(Second in a series on writing an icon in the Orthodox Christian tradition. Click here to start at the beginning.)
It all starts with a white gesso board.
No. That’s not right. The board is not actually white with gesso, ready to receive lines and paint, until the fourth step of the process.
If I were to start with the official steps listed on the handout
- #1 is the preparing the wood of the board itself
- #2 is sealing it with glue made from animal hide and a linen cloth
- #3 is applying nine layers of gesso, followed by careful wet and dry sanding
Thankfully, in the workshop I took we started with boards already prepared for us.
(You can buy them on the internet. They are not cheap. If you’ve ever wondered at the price of a handwritten icon, note that the materials may have cost $100 if the artist started with a prepared board, and uses real gold leaf and natural pigments. And the process had about 18 steps after the board was ready, each of which probably took an hour or more.)
But I digress. Even if I had started with a bare pine plank, the process would actually begin with prayer. My teacher gave us a two page prayer litany to say each day before beginning work on our icons together. The heart of it was this:
Guide the hands of Thine unworthy creatures in this present task, to the venerable portrayal of Thine Image for the glory and adornment of Thy Church. Direct our hearts and souls, and grant unto us noetic illumination. Grant unto us, and those that venerate these holy icons in honor whom they represent, restoration from sin. Through the proper veneration of the icons instruct us with Thy good counsel, and deliver us from evil.
The whole process is about prayer, drawing close to God in intimate, transforming communion. That is true for the painter. It is also true for the one who makes use of the finished icon.
The Gesso Board
Back in that first step the board was shaved down in the center, leaving a higher frame to surround the figures. This surely has a protective function, as icons are moved about in the church and that frame gets touched or kissed by the faithful.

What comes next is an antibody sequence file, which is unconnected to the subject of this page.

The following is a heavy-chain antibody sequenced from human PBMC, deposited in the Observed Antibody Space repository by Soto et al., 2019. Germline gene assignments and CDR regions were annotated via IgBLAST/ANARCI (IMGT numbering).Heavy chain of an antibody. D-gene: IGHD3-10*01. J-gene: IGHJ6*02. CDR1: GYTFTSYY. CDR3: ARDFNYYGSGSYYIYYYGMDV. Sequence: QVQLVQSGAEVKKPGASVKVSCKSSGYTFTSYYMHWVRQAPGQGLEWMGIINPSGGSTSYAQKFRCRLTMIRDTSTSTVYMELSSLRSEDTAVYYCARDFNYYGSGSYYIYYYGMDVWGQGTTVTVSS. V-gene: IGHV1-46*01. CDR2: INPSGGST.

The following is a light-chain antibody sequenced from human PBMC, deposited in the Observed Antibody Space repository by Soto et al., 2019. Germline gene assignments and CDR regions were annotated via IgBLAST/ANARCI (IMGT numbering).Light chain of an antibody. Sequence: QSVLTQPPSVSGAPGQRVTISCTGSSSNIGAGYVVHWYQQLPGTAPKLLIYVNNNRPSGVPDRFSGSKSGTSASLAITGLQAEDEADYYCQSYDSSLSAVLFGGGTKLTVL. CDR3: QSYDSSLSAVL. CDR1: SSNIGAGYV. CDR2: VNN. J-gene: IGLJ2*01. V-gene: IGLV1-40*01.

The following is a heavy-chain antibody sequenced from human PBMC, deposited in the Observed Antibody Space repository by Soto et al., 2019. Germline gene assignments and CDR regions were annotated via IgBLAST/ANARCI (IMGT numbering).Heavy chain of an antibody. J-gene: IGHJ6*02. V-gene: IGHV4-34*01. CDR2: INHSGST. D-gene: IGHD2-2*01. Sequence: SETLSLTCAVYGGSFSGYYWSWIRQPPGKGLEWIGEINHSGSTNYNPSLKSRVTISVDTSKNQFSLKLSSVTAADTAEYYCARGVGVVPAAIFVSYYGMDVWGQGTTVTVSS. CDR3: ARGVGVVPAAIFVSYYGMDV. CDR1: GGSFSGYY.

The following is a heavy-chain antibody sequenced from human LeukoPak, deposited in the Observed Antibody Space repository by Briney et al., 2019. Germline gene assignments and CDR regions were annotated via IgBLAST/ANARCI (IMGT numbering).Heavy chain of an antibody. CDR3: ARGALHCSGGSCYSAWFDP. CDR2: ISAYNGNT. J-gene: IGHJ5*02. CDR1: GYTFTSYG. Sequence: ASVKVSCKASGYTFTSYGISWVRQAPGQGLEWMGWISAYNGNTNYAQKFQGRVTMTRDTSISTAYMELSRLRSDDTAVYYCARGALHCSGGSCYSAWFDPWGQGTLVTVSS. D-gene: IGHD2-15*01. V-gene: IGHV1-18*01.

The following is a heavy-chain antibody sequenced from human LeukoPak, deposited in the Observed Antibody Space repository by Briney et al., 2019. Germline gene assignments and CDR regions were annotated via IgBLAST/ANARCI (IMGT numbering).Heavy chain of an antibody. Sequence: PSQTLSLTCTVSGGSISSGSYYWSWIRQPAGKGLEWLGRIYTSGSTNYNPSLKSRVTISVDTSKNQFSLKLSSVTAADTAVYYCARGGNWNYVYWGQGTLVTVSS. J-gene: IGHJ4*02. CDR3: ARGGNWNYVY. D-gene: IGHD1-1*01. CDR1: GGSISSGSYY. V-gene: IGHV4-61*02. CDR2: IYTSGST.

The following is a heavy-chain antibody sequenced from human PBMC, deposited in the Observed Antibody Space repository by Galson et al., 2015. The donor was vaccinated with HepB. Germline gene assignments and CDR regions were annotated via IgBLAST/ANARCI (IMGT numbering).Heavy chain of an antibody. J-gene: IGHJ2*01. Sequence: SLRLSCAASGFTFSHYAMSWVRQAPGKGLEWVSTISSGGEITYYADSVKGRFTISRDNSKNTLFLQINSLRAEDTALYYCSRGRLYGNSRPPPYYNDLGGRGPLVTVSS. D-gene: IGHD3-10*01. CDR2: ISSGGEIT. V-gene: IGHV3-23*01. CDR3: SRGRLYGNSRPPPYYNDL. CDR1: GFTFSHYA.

But as with all things in the process, whether by intention or by later meditation, this rim is laden with symbolic meaning.
As the saint is a kind of “container” of the Holy Spirit, the place where God has chosen to be revealed, so the rim of the icon is a kind of “ark,” for carrying the icon’s revelation on the lower level of the board.
And as my teacher said, it physically reminds us that we have to dig down below the surface to find the spiritual reality of things.
And then you unwrap the prepared board. The gesso is white, smooth, hard, bright.
It seems like the equivalent of a canvas for a painter in oils.
But it turns out you don’t aim to cover up the white of the gesso. The gleaming white will be like light shining up through layer upon translucent layer of egg tempera paint. It will, in a sense, be visible in the finished icon.
In competent hands this technique can convey a complex sense of depth — and light. My teachers were insistent that the whole process is not about laying down color and shadow, but about the layering up of different kinds of light.
And it all begins with the work of God, our creator, whose light shines underneath all creation and especially through human beings, created in God’s own image. No matter how smudgy and ill-crafted the image becomes in our fallen hands, God’s light lays underneath it and shines through.
Now I ponder this in relation to my other kinds of writing. Can they too be so prayerful?
As I write about aspects of human experience, Christian life, theological reflection, what will happen if I remember that, underneath it all, God’s own light is shining?
The blank page is much like the gessoed board. I tend to only think about my own scrawling creation on that page. But perhaps the page itself shines with the light of God.
(The next post in this series can be found by clicking here.)
Lent is coming! What a great time to focus on your prayer life.
Click the button to get info on my online prayer class for Lent…